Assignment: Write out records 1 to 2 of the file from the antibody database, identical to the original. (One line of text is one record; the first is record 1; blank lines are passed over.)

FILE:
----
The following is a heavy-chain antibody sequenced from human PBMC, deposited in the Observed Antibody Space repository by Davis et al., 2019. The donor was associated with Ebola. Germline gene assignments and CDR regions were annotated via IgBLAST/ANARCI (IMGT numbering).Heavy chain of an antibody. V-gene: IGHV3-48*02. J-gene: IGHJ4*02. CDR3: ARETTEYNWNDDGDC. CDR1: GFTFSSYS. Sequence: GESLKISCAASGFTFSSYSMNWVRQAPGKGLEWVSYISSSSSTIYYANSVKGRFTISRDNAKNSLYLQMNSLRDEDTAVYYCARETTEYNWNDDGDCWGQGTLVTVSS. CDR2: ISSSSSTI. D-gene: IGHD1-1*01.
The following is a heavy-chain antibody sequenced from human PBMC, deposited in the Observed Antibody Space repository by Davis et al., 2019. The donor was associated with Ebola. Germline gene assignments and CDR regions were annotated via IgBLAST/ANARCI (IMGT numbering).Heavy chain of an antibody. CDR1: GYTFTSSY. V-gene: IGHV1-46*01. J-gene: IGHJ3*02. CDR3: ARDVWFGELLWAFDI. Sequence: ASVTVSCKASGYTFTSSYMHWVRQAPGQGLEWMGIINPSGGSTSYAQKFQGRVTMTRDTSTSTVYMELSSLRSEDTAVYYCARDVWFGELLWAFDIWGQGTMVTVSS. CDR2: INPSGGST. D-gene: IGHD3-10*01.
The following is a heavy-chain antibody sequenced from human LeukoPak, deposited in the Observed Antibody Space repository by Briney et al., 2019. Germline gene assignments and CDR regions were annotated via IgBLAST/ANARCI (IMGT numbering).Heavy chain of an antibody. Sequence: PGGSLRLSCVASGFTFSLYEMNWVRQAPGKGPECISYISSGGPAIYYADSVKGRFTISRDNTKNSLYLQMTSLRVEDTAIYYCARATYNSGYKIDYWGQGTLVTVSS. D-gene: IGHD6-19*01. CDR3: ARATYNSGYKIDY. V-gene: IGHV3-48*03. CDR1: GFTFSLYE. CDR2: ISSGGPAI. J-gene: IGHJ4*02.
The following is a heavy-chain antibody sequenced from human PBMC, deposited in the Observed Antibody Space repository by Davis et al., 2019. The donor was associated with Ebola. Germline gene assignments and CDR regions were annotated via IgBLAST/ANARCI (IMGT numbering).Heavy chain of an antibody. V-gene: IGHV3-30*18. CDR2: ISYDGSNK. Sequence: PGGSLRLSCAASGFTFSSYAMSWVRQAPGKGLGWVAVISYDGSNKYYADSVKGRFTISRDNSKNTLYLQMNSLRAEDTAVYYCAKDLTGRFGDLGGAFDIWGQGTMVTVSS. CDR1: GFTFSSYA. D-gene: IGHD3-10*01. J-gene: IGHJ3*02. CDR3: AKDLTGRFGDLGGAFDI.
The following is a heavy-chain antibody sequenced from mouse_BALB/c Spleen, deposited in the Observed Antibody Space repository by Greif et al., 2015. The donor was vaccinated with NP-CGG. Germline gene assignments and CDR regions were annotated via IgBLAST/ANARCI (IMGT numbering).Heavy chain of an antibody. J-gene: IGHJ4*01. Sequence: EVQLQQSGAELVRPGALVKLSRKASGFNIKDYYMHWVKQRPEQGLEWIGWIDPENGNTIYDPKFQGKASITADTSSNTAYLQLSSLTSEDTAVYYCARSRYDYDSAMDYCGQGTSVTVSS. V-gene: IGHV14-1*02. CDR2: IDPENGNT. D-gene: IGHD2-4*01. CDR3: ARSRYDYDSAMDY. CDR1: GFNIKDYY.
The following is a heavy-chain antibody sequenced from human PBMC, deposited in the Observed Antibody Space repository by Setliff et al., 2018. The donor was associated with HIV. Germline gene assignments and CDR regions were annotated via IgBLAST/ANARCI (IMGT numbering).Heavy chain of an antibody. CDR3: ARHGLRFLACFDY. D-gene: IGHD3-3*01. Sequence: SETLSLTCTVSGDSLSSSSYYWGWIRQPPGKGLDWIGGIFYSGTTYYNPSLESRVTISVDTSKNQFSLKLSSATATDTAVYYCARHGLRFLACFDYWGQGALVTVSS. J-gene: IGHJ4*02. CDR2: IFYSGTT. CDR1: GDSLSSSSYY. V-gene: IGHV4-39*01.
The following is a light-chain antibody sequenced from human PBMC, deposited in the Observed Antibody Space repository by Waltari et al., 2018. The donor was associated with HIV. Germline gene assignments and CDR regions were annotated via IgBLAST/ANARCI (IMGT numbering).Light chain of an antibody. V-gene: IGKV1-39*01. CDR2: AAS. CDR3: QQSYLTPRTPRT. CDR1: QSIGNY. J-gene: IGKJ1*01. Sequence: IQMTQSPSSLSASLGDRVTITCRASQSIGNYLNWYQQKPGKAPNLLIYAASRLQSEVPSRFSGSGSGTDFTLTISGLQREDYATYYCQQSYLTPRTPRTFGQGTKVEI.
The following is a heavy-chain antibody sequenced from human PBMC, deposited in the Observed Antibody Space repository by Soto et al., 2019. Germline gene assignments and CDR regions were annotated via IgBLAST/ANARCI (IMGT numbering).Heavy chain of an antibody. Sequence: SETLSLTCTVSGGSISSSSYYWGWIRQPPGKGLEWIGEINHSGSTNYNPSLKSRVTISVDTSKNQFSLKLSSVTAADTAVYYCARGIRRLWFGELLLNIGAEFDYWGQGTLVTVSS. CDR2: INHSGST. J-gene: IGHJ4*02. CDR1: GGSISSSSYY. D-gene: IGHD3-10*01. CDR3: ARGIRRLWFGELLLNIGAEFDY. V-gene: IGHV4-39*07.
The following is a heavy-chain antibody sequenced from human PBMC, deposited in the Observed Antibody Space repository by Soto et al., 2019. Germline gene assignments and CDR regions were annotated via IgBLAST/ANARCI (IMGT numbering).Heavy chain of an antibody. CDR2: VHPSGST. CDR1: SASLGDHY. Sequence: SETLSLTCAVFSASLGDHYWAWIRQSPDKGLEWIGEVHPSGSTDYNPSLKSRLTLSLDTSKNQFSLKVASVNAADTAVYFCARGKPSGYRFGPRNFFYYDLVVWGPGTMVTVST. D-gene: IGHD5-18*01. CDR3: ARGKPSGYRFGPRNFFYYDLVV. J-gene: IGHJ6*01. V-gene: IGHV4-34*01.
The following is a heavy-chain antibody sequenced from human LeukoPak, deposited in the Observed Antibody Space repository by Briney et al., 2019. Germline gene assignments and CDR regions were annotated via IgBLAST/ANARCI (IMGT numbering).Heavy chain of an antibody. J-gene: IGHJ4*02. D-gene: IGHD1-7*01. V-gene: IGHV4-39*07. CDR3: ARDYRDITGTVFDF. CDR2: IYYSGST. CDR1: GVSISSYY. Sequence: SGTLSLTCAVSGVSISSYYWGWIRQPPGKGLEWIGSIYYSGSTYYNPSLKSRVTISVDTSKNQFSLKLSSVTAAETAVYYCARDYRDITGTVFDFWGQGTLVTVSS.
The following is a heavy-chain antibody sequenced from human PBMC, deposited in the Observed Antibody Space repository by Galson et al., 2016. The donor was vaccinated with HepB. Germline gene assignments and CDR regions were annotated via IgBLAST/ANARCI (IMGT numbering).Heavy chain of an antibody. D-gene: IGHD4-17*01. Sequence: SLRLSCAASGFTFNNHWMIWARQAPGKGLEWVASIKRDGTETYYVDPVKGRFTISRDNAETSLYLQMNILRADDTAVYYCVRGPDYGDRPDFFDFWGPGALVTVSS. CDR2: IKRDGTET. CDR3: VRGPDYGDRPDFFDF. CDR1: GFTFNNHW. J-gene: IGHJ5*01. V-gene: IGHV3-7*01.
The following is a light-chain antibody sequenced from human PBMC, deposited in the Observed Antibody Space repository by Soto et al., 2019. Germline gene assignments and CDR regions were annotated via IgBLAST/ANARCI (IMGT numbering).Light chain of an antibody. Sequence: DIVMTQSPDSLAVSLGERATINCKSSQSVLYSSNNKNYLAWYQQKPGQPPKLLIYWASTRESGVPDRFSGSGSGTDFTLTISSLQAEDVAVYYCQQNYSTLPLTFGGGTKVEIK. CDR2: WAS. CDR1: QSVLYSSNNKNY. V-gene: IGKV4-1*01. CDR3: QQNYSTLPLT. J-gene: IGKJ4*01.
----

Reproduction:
The following is a heavy-chain antibody sequenced from human PBMC, deposited in the Observed Antibody Space repository by Davis et al., 2019. The donor was associated with Ebola. Germline gene assignments and CDR regions were annotated via IgBLAST/ANARCI (IMGT numbering).Heavy chain of an antibody. V-gene: IGHV3-48*02. J-gene: IGHJ4*02. CDR3: ARETTEYNWNDDGDC. CDR1: GFTFSSYS. Sequence: GESLKISCAASGFTFSSYSMNWVRQAPGKGLEWVSYISSSSSTIYYANSVKGRFTISRDNAKNSLYLQMNSLRDEDTAVYYCARETTEYNWNDDGDCWGQGTLVTVSS. CDR2: ISSSSSTI. D-gene: IGHD1-1*01.
The following is a heavy-chain antibody sequenced from human PBMC, deposited in the Observed Antibody Space repository by Davis et al., 2019. The donor was associated with Ebola. Germline gene assignments and CDR regions were annotated via IgBLAST/ANARCI (IMGT numbering).Heavy chain of an antibody. CDR1: GYTFTSSY. V-gene: IGHV1-46*01. J-gene: IGHJ3*02. CDR3: ARDVWFGELLWAFDI. Sequence: ASVTVSCKASGYTFTSSYMHWVRQAPGQGLEWMGIINPSGGSTSYAQKFQGRVTMTRDTSTSTVYMELSSLRSEDTAVYYCARDVWFGELLWAFDIWGQGTMVTVSS. CDR2: INPSGGST. D-gene: IGHD3-10*01.